How To Create Change When You’re Not In Charge

By Chris Cancialosi

What does the name Thomas Wilson mean to you?

Probably not much. But over a decade ago, this young man created a groundswell of change in a massive Federal organization that altered thousands of lives for the better; including mine.

How did he do it? And what can we learn from his story about creating large-scale change from the bottom up?

It was 2004. I found myself in Camp Beuring, Kuwait, preparing to cross into Iraq with my battalion to support the surge that was in place for the first Iraqi election. Afterward, we would remain in Iraq for a year-long rotation.

Two weeks prior to launch, Secretary of Defense Donald Rumsfeld visited Kuwait, for a press conference designed to energize the troops prior to the mission. This is when Specialist Thomas Wilson stood up and asked the following question:

“We’ve had troops in Iraq for coming up on for three years and we’ve all been staged here out of Kuwait,” says Wilson. “Now, why do we soldiers have to dig through local landfills for pieces of scrap metal and compromised ballistic glass to up-armor our vehicles and why don’t we have those resources readily available to us?”

Specialist Wilson wasn’t joking about digging around scrapyards. In the weeks leading up to this moment, we’d spent day after day scouring through junkyards full of destroyed American vehicles to assemble the equipment and armor we needed to protect ourselves. It was a tense time for all of us, and morale was understandably affected.

Now, we weren’t asking for the heavily armored vehicles you see today. We were shaping nickel-plated, ballistic steel onto our vehicles to provide a most basic level of protection. When we launched, the vehicles looked like they were straight out of a Mad Max movie. It wasn’t much. But we had something.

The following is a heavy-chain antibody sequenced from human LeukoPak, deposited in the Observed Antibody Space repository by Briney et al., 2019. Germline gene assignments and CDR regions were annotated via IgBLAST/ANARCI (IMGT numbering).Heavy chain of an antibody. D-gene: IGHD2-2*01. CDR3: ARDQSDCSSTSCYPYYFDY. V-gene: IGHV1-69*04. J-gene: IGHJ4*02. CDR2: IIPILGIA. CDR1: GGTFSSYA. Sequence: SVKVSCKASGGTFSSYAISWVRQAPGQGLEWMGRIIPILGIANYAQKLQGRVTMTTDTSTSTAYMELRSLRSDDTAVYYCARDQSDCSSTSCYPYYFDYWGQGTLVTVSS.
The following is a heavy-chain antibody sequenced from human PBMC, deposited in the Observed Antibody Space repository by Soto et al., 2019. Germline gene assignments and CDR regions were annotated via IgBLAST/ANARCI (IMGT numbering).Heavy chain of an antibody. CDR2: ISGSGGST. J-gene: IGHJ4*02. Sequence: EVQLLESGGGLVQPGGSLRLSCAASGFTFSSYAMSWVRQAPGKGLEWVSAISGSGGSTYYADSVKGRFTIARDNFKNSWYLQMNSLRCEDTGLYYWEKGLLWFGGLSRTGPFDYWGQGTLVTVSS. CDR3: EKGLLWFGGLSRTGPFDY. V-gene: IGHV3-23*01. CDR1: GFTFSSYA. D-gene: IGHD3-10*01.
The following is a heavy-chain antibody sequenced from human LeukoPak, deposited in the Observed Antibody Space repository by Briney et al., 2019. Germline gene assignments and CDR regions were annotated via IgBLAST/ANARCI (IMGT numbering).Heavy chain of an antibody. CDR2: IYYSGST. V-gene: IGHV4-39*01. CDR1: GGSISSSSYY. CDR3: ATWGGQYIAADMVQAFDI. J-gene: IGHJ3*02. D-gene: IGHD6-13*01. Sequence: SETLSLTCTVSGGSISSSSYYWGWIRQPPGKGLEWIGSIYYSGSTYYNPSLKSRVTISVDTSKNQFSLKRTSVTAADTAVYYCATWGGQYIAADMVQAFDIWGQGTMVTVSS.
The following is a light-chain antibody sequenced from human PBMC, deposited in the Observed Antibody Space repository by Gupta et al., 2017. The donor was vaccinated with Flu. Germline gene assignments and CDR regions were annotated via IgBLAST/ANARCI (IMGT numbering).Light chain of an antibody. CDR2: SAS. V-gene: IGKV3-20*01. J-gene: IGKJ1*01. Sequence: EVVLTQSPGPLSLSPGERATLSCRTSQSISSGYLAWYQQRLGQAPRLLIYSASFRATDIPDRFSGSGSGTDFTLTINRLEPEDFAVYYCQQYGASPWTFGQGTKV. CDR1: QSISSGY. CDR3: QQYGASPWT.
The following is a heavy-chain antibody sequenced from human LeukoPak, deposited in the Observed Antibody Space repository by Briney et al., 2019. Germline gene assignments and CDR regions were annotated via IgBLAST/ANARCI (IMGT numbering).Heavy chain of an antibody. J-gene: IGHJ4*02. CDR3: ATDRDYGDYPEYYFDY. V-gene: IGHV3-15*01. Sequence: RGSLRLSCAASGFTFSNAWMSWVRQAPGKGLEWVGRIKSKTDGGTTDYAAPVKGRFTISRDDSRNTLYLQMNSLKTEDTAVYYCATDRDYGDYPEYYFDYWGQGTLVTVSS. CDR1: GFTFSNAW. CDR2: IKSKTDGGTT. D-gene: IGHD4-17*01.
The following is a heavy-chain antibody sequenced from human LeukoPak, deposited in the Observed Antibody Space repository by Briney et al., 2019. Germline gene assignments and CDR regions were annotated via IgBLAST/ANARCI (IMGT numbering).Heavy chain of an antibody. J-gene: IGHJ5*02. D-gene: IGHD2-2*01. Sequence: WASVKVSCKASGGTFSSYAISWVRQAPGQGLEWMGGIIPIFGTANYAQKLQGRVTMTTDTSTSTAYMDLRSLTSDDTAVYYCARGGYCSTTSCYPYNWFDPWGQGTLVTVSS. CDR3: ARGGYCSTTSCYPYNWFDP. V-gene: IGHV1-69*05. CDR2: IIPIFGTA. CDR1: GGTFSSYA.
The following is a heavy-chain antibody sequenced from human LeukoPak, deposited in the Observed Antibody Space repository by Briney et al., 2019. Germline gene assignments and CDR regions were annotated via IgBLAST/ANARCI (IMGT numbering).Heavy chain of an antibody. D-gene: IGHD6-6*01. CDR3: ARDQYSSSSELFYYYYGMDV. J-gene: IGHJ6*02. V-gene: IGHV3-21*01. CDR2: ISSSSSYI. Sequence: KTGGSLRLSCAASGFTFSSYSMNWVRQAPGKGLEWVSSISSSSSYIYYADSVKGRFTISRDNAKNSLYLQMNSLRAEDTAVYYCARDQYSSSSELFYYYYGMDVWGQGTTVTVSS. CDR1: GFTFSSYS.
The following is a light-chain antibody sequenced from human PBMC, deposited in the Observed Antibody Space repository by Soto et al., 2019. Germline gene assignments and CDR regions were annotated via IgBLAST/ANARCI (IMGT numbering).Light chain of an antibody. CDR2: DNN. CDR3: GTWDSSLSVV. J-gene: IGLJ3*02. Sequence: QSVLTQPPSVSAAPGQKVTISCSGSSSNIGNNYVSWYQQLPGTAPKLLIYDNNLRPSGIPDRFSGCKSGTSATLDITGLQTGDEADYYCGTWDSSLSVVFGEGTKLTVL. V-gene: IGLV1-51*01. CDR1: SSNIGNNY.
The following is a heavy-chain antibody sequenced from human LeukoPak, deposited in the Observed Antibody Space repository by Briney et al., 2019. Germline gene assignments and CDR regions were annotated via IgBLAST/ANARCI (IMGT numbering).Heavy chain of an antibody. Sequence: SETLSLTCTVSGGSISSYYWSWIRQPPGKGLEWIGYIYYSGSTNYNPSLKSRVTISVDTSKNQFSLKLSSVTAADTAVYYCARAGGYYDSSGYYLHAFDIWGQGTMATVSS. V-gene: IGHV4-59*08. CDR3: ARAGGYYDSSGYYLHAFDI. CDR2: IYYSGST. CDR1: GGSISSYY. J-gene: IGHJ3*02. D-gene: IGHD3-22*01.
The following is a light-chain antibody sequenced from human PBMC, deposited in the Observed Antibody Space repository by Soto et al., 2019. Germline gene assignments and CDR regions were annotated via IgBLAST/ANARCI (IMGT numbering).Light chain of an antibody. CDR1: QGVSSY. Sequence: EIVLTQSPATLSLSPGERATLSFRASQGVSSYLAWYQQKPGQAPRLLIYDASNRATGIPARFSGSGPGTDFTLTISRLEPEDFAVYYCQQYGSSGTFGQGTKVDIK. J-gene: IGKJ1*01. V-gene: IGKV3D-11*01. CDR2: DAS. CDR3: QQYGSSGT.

Specialist Wilson was literally at the bottom of the food chain in the largest and most diverse organization in the country; speaking to the man who reported to the President himself. His question sucked the air out of the room in that moment. It was completely counter-cultural to ask it, but he had the courage to stand up and create real, meaningful change with a simple question.

Within a week, cargo aircraft were landing in Kuwait full of ballistic steel for us. Thomas Wilson saved many lives in the moment and in the years to follow as his action shined a spotlight on a real issue. Over the next few years, our armed forces began to be supplied with proper equipment to achieve their unique mission and, without a doubt, Wilson’s actions had a far-reaching impact on thousands of lives.

Change Is A Complex (And Necessary) Process

No matter how small or large, change is, at its core, a people process, and it’s possible to create change no matter where you sit.

But, as we all know, large-scale change is never easy. People are creatures of habit, after all, so it’s not surprising that they naturally resist change. We don’t like things messing Go to the full article.

Source:: Business2Community

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